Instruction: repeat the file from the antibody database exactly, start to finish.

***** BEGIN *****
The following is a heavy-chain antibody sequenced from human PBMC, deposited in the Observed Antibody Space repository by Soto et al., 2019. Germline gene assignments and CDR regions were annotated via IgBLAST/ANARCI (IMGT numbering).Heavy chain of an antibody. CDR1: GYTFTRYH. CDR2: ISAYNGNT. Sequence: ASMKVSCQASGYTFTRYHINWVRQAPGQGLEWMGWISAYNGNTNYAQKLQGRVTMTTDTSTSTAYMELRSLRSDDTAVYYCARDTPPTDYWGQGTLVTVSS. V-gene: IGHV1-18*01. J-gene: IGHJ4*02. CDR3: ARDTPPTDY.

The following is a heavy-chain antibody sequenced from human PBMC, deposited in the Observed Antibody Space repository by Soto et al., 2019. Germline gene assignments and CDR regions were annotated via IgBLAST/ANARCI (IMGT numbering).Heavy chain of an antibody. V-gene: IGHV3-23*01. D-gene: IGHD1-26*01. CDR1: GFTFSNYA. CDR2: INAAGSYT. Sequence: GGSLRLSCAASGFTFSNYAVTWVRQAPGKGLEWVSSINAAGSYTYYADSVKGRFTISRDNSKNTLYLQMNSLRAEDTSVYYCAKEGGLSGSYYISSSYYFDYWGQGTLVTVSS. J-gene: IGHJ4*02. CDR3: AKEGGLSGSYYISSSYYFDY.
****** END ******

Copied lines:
The following is a heavy-chain antibody sequenced from human PBMC, deposited in the Observed Antibody Space repository by Soto et al., 2019. Germline gene assignments and CDR regions were annotated via IgBLAST/ANARCI (IMGT numbering).Heavy chain of an antibody. CDR1: GYTFTRYH. CDR2: ISAYNGNT. Sequence: ASMKVSCQASGYTFTRYHINWVRQAPGQGLEWMGWISAYNGNTNYAQKLQGRVTMTTDTSTSTAYMELRSLRSDDTAVYYCARDTPPTDYWGQGTLVTVSS. V-gene: IGHV1-18*01. J-gene: IGHJ4*02. CDR3: ARDTPPTDY.

The following is a heavy-chain antibody sequenced from human PBMC, deposited in the Observed Antibody Space repository by Soto et al., 2019. Germline gene assignments and CDR regions were annotated via IgBLAST/ANARCI (IMGT numbering).Heavy chain of an antibody. V-gene: IGHV3-23*01. D-gene: IGHD1-26*01. CDR1: GFTFSNYA. CDR2: INAAGSYT. Sequence: GGSLRLSCAASGFTFSNYAVTWVRQAPGKGLEWVSSINAAGSYTYYADSVKGRFTISRDNSKNTLYLQMNSLRAEDTSVYYCAKEGGLSGSYYISSSYYFDYWGQGTLVTVSS. J-gene: IGHJ4*02. CDR3: AKEGGLSGSYYISSSYYFDY.